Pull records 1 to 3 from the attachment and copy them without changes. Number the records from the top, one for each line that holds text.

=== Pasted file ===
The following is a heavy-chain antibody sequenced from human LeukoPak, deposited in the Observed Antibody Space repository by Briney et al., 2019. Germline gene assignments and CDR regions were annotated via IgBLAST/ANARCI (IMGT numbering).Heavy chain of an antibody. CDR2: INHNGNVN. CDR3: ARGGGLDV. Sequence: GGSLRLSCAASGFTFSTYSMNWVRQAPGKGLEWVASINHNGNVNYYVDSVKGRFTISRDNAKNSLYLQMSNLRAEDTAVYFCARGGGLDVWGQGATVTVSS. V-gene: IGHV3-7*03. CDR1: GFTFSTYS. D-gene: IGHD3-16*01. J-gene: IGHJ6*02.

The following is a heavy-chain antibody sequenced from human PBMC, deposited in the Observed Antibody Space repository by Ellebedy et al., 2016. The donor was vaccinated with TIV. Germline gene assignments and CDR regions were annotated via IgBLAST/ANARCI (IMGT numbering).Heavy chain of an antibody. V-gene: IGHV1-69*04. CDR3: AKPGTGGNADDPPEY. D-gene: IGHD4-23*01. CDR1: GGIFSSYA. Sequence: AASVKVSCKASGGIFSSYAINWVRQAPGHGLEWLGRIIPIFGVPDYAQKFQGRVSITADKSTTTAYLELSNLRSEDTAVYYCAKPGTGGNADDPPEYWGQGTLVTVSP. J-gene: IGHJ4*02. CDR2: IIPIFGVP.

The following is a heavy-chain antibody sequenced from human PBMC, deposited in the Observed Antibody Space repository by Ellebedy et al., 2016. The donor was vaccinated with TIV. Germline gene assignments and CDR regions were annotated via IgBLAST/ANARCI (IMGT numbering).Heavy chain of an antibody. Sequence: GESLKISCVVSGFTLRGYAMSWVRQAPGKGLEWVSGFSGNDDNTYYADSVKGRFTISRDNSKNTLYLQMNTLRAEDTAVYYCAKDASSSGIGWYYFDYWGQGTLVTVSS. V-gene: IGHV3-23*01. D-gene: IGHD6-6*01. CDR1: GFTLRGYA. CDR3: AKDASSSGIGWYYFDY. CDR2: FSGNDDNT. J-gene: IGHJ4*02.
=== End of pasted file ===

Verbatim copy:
The following is a heavy-chain antibody sequenced from human LeukoPak, deposited in the Observed Antibody Space repository by Briney et al., 2019. Germline gene assignments and CDR regions were annotated via IgBLAST/ANARCI (IMGT numbering).Heavy chain of an antibody. CDR2: INHNGNVN. CDR3: ARGGGLDV. Sequence: GGSLRLSCAASGFTFSTYSMNWVRQAPGKGLEWVASINHNGNVNYYVDSVKGRFTISRDNAKNSLYLQMSNLRAEDTAVYFCARGGGLDVWGQGATVTVSS. V-gene: IGHV3-7*03. CDR1: GFTFSTYS. D-gene: IGHD3-16*01. J-gene: IGHJ6*02.

The following is a heavy-chain antibody sequenced from human PBMC, deposited in the Observed Antibody Space repository by Ellebedy et al., 2016. The donor was vaccinated with TIV. Germline gene assignments and CDR regions were annotated via IgBLAST/ANARCI (IMGT numbering).Heavy chain of an antibody. V-gene: IGHV1-69*04. CDR3: AKPGTGGNADDPPEY. D-gene: IGHD4-23*01. CDR1: GGIFSSYA. Sequence: AASVKVSCKASGGIFSSYAINWVRQAPGHGLEWLGRIIPIFGVPDYAQKFQGRVSITADKSTTTAYLELSNLRSEDTAVYYCAKPGTGGNADDPPEYWGQGTLVTVSP. J-gene: IGHJ4*02. CDR2: IIPIFGVP.

The following is a heavy-chain antibody sequenced from human PBMC, deposited in the Observed Antibody Space repository by Ellebedy et al., 2016. The donor was vaccinated with TIV. Germline gene assignments and CDR regions were annotated via IgBLAST/ANARCI (IMGT numbering).Heavy chain of an antibody. Sequence: GESLKISCVVSGFTLRGYAMSWVRQAPGKGLEWVSGFSGNDDNTYYADSVKGRFTISRDNSKNTLYLQMNTLRAEDTAVYYCAKDASSSGIGWYYFDYWGQGTLVTVSS. V-gene: IGHV3-23*01. D-gene: IGHD6-6*01. CDR1: GFTLRGYA. CDR3: AKDASSSGIGWYYFDY. CDR2: FSGNDDNT. J-gene: IGHJ4*02.